Saturday October 22nd 2016

“The Seagull” reviewed by Emily Johnson


Anton Chekhov’s The Seagull, written in Russian in 1895, directed by Cody Estle,

runs at the Artistic Home this month. The production lays out the first of Chekhov’s four major plays faithfully as it tells the story of a young wanna-be writer trying to escape the eclipsing ego of his famous mother.


The story: Nervous, idealistic Treplev (Julian Hester), son of aging actress Arkadina (played lustily by Kathy Scambiatterra), expresses the hot desire of youth to be a writer, and not only that, but to express “new forms!” is threatened by his mother and her lover Trigorin (Scot West), a well-known writer and member of the Russian intelligentsia.


He presents an avant-garde play to his family and local friends. The play, featuring Treplev’s muse, Nina (Brookelyn Hebert), is pretentious but still kind of likable. It’s also doomed, though. Treplev stops the play abruptly to protest the audience’s (his mother’s) cynical reactions and laughter. As soon as overweening mummy arrives, as Treplev predicts, she sucks all the attention in the room, but he also can’t help giving it to her.


With Chekhov nothing said seems very harmful, and the conflicts are sort of childish, the misunderstandings accentuated by an almost willful miscommunication. The sometimes empty speechifying of the characters acts as a counterpart to their actions.ct-seagull-ott-0527-jpg-20160526


These, under a guise of art or love, display more basic, selfish operations. We glean that for all her words, Arkadina has trouble actually supporting her son. She’s selfish, but we also understand as he’s a bit of a weenie and has no sense of irony. Trigorin, a realist and co-user of Arkadina, reveals himself to Nina, whose purity and guilelessness about the creative life causes a crack in his façade. Even he seems confused by his forthcoming honesty as he describes an unbearable sense of his own mediocrity, and obsessiveness. All the while he’s taking notes for his writing habit. Somewhere in the course of the speech he turns from utterly convincing to opportunistic (kudos to West) as he seduces (now rather navie than pure) Nina.


With her on the hook, says, “Idea for a short story. The shore of a lake, and a young girl who’s spent her whole life beside it… she’s happy and free as a seagull. Then a man comes along, sees her, and ruins her life because he has nothing better to do.”  (Chekhov 2.117)


He can’t resist, he is quickly locked back into his typical role and we get a glimpse into a rapacious artist’s process. There is nothing to love but to conquer and use (for material). The longing of the “artists” who sacrifice themselves and others on some symbolic altar, is thick, and intertwines with the personal illusions (narratives) that they have about themselves and each other. Their miscommunication is not willful, it’s tragic.SeagullTheShow-200x300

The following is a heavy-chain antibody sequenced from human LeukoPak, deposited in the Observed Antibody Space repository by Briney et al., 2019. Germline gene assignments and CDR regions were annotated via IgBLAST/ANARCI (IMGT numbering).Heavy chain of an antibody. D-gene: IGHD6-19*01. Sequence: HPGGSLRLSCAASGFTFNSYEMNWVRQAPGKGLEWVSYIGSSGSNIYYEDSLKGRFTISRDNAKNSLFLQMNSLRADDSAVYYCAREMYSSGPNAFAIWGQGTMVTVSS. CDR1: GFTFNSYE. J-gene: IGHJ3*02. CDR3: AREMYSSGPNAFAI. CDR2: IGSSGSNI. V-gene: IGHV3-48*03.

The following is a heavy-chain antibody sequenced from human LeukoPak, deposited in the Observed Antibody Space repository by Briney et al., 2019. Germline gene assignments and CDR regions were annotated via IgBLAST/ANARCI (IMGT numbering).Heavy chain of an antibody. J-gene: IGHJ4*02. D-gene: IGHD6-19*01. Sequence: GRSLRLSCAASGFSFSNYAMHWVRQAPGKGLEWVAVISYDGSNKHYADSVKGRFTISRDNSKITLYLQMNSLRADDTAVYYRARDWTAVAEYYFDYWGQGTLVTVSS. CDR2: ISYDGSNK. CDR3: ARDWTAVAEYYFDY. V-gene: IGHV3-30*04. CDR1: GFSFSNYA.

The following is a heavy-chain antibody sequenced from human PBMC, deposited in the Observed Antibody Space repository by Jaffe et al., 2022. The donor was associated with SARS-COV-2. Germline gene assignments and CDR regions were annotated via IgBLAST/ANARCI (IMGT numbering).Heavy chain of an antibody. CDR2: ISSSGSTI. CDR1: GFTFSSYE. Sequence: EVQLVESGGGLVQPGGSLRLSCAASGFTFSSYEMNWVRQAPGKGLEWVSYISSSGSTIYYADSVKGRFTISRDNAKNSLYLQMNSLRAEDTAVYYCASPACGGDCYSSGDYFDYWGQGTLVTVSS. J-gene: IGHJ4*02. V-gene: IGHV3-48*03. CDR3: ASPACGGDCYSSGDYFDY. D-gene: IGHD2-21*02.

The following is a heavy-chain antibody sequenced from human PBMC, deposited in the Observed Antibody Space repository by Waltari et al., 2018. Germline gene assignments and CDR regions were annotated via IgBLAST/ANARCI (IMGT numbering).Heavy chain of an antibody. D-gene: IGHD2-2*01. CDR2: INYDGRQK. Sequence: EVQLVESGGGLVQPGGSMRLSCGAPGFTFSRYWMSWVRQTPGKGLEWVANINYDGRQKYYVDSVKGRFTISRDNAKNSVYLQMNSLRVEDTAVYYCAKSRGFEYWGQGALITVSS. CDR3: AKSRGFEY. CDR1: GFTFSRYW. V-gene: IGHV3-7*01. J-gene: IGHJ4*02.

The only respite from these sad delusional creatures comes from the young Masha (a funny, deadpan Laura Lapidus), who pines in love after Treplev but settles down with another. She is the only person in the play who seems to know that her desires are arbitrary and doesn’t expect them to come true. She is also a poorer character, so this may also be owing to this point—that the rich can more easily live in worlds of their own devising. Masha is no happier than the others, though. Her cynicism does not protect her from the pains of life.


“The Seagull” is a tricky play for pacing, as much of the “action” happens off-stage.

Clocking in at over two-and-a-half hours, this production began to lose momentum towards the climax, eventually sitting down at its finish. This was not only because of the quietness of the action, but also the making up for it with pathos and long-held, brooding looks on the part of the desperate Treplev and other actors. Too, the play seems to lack heart for its honest but bleak finish, as if the writer himself wished it was not so.


“The Seagull” runs May 22 through July 3, 2016 at

The Artistic Home, 1376 W. Grand Ave., Chicago, IL 60642, with performances as follows:

SeagullArkKonholdinghands-300x214Thursdays at 7:30 pm

Fridays   at 8 p.m.

Saturdays at 8:00 pm

Sundays beginning May 29 at 3:00 pm

Thursday, Sunday: $28 suggested donation; Friday, Saturday: $32 suggested donation

Thursday and Sunday: Senior/Student seats are offered for a suggested donation of $20

For tickets, call 866-811-4111 or visit


Public Transportation: Accessible via the CTA #65 Grand bus and the Blue Line (Chicago stop).

To see what others are saying, visit, go to Review Round-Up and click at “The Seagull”


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